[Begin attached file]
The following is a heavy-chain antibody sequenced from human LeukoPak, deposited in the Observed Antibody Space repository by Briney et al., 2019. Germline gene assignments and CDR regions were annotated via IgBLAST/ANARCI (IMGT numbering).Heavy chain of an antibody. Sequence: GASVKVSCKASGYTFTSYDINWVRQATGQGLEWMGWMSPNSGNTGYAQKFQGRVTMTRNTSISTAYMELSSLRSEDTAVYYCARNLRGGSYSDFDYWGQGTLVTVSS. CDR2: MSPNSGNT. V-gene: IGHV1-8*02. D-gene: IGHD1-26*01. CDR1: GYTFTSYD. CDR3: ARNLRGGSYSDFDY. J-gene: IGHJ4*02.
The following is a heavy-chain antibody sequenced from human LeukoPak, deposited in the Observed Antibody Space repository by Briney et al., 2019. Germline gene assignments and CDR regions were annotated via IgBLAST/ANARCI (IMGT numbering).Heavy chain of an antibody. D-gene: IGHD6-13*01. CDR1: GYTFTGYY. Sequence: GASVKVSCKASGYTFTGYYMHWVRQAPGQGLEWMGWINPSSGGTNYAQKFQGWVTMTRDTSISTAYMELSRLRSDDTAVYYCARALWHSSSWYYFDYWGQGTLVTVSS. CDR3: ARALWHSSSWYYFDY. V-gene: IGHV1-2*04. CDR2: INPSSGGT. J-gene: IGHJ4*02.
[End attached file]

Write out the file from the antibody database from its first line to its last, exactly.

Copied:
The following is a heavy-chain antibody sequenced from human LeukoPak, deposited in the Observed Antibody Space repository by Briney et al., 2019. Germline gene assignments and CDR regions were annotated via IgBLAST/ANARCI (IMGT numbering).Heavy chain of an antibody. Sequence: GASVKVSCKASGYTFTSYDINWVRQATGQGLEWMGWMSPNSGNTGYAQKFQGRVTMTRNTSISTAYMELSSLRSEDTAVYYCARNLRGGSYSDFDYWGQGTLVTVSS. CDR2: MSPNSGNT. V-gene: IGHV1-8*02. D-gene: IGHD1-26*01. CDR1: GYTFTSYD. CDR3: ARNLRGGSYSDFDY. J-gene: IGHJ4*02.
The following is a heavy-chain antibody sequenced from human LeukoPak, deposited in the Observed Antibody Space repository by Briney et al., 2019. Germline gene assignments and CDR regions were annotated via IgBLAST/ANARCI (IMGT numbering).Heavy chain of an antibody. D-gene: IGHD6-13*01. CDR1: GYTFTGYY. Sequence: GASVKVSCKASGYTFTGYYMHWVRQAPGQGLEWMGWINPSSGGTNYAQKFQGWVTMTRDTSISTAYMELSRLRSDDTAVYYCARALWHSSSWYYFDYWGQGTLVTVSS. CDR3: ARALWHSSSWYYFDY. V-gene: IGHV1-2*04. CDR2: INPSSGGT. J-gene: IGHJ4*02.